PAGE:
About eight months ago when I was job hunting, I interviewed with two lovely women at a public relations agency. I was explaining that I had previously interned at an agency when one of them asked me,
“So, how did you find it?” and I naturally began describing how I came across the internship.
“Oh no sorry, I meant how was your experience at the agency?”
“Oh…sorry,” I said.
After five seconds of exchanging sorries, I told her about what she had asked for in the first place – my experience. Although we both spoke the same language, I understood the question differently because sometimes a shared language doesn't always equal a shared understanding.
While the example above explains a cultural difference based on geography, it could apply to a sector. Here’s an example: I set a Google search for the word ‘fibre’ and occasionally it brings me what I want – which is the stuff about broadband network infrastructure – but it also shows me stuff like “why does your body need fibre?”. While I hate seeing mixed results with every fibre of my being (;wink), this always reminds me that humans are much better at identifying culture than machines. So we should act better.
At the risk of sounding too casual, this is not new knowledge; it’s a simple reminder. I think as marcomm professionals, we have a tendency to overlook culture or context (or for those who want to be extra with it, cultural context). I’ll be the first to put the handcuffs on. The first time I wrote advertising copy, I lived by the rule that if it satisfied my creative cravings, it was good to go. Which was a funny concept because in most cases, I’m not my audience. I wrote for alcohol brands long before I knew what alcohol tastes like. So, you get the idea. Many of us are guilty of this as well; stuck in our creative shells. Now because this is continuous learning for me, I understand we need to be reminded of this from time to time or risk getting carried away.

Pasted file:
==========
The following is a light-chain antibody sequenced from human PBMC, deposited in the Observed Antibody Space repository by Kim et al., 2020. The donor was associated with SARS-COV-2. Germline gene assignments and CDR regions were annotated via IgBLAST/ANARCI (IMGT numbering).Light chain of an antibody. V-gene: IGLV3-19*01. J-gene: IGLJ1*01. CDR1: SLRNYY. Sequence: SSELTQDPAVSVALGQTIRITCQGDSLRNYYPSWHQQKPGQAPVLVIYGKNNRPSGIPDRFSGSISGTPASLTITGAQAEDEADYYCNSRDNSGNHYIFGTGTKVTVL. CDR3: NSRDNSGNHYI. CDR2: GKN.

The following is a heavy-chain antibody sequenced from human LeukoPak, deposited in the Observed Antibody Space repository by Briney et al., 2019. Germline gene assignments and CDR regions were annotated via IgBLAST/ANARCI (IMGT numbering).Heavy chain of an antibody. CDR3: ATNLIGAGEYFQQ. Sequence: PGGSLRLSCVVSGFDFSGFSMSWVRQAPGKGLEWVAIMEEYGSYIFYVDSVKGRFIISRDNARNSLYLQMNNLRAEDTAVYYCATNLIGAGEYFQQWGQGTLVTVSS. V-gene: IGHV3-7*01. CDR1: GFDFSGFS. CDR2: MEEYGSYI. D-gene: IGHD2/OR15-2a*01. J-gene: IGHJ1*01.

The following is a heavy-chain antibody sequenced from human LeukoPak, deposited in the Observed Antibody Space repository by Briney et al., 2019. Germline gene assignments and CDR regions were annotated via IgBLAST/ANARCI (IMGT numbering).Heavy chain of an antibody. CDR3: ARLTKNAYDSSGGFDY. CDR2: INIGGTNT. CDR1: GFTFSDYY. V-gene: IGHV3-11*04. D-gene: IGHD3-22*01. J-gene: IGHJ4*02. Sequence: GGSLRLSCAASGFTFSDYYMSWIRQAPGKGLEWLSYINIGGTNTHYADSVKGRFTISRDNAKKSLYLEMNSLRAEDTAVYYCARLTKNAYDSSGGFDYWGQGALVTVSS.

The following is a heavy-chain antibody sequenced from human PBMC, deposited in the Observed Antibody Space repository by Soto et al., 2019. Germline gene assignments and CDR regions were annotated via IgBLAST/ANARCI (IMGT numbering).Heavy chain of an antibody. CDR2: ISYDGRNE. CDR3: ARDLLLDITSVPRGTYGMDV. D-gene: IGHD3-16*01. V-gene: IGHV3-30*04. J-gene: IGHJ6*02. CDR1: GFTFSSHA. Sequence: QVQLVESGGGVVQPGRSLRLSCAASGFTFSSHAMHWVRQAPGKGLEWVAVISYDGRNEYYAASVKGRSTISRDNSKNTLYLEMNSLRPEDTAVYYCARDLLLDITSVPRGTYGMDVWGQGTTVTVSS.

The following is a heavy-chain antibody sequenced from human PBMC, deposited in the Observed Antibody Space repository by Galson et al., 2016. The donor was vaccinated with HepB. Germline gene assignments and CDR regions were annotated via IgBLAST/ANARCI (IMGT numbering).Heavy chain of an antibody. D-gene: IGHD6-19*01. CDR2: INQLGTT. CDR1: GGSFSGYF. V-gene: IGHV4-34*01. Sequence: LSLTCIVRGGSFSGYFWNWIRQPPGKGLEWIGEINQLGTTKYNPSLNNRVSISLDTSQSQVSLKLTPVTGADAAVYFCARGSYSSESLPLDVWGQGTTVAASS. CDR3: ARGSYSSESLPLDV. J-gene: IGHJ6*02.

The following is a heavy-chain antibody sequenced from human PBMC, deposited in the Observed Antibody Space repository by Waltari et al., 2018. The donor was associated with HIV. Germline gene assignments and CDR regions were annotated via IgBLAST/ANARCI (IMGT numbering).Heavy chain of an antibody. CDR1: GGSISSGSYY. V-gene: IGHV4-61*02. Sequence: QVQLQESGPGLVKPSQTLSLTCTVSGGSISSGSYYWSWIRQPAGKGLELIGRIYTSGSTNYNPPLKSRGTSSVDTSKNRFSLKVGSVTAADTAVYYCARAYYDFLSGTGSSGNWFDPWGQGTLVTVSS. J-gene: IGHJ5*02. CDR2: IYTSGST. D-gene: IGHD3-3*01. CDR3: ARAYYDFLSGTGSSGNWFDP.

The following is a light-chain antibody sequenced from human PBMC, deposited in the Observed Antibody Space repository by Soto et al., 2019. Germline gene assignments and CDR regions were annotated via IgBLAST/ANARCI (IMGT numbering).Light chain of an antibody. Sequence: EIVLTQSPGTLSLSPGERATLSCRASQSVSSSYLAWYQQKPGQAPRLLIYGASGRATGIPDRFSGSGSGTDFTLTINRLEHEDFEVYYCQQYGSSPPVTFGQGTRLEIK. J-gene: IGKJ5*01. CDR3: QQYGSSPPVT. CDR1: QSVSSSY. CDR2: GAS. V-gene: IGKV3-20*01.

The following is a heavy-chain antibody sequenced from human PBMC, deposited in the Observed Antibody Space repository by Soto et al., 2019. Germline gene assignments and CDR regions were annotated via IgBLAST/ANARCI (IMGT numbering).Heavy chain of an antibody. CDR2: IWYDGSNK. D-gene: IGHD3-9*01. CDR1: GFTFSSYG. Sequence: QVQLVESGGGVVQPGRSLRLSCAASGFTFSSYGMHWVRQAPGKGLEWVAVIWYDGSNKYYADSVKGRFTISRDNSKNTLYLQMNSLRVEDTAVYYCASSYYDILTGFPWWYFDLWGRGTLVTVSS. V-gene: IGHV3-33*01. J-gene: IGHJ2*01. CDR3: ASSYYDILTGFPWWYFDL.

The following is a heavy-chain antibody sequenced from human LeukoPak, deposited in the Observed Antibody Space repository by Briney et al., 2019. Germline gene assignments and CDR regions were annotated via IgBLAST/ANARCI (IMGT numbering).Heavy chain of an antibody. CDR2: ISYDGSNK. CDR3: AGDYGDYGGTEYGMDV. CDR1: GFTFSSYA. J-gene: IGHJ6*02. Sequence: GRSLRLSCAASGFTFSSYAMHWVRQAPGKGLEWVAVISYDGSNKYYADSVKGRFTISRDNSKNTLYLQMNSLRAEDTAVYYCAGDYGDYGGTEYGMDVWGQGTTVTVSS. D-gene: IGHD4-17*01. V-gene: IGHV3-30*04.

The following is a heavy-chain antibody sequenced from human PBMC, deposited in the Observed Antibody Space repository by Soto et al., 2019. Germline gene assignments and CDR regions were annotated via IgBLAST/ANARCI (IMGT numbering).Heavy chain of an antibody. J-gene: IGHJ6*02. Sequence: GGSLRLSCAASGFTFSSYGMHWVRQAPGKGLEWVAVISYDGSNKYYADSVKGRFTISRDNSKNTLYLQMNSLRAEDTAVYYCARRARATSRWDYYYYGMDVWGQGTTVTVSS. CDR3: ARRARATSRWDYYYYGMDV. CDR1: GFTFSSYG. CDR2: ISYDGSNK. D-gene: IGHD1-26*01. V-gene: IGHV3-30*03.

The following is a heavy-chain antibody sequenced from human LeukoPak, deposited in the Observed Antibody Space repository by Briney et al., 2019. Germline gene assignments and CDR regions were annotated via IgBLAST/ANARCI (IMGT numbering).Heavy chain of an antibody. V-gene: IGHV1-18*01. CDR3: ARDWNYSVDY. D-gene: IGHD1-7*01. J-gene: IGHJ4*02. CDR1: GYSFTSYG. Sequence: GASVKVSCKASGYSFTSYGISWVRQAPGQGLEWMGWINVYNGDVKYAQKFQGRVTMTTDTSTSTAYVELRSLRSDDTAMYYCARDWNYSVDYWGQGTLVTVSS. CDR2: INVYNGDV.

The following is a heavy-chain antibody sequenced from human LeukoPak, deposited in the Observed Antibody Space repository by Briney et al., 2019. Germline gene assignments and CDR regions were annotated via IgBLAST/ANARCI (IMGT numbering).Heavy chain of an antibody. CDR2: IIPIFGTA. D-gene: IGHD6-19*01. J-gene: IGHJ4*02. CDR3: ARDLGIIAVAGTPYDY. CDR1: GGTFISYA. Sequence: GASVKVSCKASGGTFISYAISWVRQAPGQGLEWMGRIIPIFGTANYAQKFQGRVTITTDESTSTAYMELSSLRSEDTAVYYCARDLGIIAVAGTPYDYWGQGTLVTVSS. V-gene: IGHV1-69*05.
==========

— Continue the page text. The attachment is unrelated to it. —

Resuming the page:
I came across a post some months ago about why ad people should sit up and observe during train rides instead of reading books, staring at a screen or doing whatever else is fancy. Of course, I haven’t been doing this successfully but that’s not the point. I think this post applies to anyone in marcomm. It points us to the truth that culture is around us and it can sometimes be an open book waiting to be read. It invites us to “watch. And listen. And learn”. “Life moves pretty fast. If you don't stop and look around once in a while, you might miss it.”
For those who speak multiple languages, we know that there are some words you just cannot translate precisely because they lose their original meaning and impact. We need to look at our audiences as multilingual. A good way to speak to them is to use the language they understand and a better way would be to use the language that makes most sense, given the context. Much more could be said on the matter, but I'll leave you with “A British Original”, a culture-perfect case study from British Airways below.
So…how did you find it?